Well, GTK2 was not fully thought through, and the theming set the default backgrounds for web page items. 1) that is still bad design on the part of the web devs, as well as the GNOME team, and 2) just because they did something not quite right before, doesn’t mean they should totally abandon it now. Especially with something as fundamental and ubiquitous as theming. Again, I point to Qt: how often do you load up a Qt browser (I can tell you from using Qutebrowser, with the QtWebengine backend) and find stuff to be unreasonably broken? I’ll tell you: you don’t. Now, I’m not making the claim (right this very second) that GTK 3 is a bad toolkit, but Qt proves that you can have reliable system-wide theming. So to completely dismiss it because you didn’t do it right before is asinine.
- [ 2:57-3:09 ] “And it’s not just web browsers, a lot of applications make assumptions about the platform style, and they will specify a text color but not a background color, which can end up being illegible for end users.”
I talked about this before, but this is the fault of 1) developers not taking into account things they should and hardcoding some values and not others, and 2) the toolkit for not even allowing them to if they wanted to.
- [ 3:22-3:26 ] “Tobias also said ‘Flatpak is the future of app distribution.’”
I don’t even want to talk about Flatpaks right now. They’re fine I suppose, and I’ll leave it at that for now because if I went over everything I have to say about Flatpaks now, this page would be around 3 times as long. I will say that it’s better than Snap.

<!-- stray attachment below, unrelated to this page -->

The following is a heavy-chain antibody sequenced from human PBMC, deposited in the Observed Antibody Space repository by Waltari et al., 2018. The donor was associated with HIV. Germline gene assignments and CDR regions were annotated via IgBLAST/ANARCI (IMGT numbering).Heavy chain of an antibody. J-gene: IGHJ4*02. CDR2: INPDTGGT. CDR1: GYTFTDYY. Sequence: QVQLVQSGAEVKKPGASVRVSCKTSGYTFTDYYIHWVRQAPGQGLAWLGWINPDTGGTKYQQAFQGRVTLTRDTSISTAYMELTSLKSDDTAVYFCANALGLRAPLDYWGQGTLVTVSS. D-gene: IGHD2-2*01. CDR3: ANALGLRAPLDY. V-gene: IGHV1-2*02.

- [ 4:12-4:21 ] “Every preference has a cost, and this cost rises exponentially as you add more of them. This is why we avoid preferences as much as possible, and focus on fixing the underlying problems instead.”
I guess you could say that. However, removing settings that let users fix the “underlying problems” that you created doesn’t seem like a very nice thing to do. Especially when you already had the options ready and being used, and then you just take them away later.
- [ 4:27 ] “Preferences complicate theming”
Um… no? Like, I guess, but not really. Also, man someone should really tell Plasma they’re doing it all wrong. Giving the users the choice to make the desktop workable and maybe even look good? Nah, you need to tell the users what they want, a la Apple.
- [ 4:28 ] “Preferences complicate testing'
Yes, absolutely. This one is right on the money, and is the biggest actual reason to limit preferences. However, it is not an excuse to eschew them entirely.
- [ 4:30 ] “They muddy up styling”
Again, I guess, but you haven’t begun to prove that.
- [ 4:30-4:34 ] “And they often act as a band-aid for fundamental issues with the design from the outset”
Again, you are technically correct, but they are also often a way for the user to tailor their computer to their workflow, rather than having to tailor their workflow to the whims of the GNOME Foundation.
- [ 4:47-4:56 ] “There are plenty of other desktop environments for you to choose. If you want the exact antithesis of GNOME, something like KDE might be more your speed.”
As a matter of fact, KDE Plasma is more my speed. And I agree, the beauty of Linux is that we can choose. I am not telling anyone not to use GNOME. This isn’t Windows, where we only get one UI and no chance to improve it. If you like GNOME, you can use it. If you like MATE, XFCE, LXQt, Plasma, Trinity, Budgie, Cinnamon, you decide what you use (as long as your distro maintainers package it).
- [ 5:02-5:07 ] “I simply think that GNOME and KDE are about as opposite as you can get.”
I almost agree. In terms of ethos, yeah, they are basically opposites. If you want something truly unlike GNOME or KDE, try xmonad. (Actually, don’t do that if you’re not already familiar with tiling wm’s, you’re probably going to have a bad time).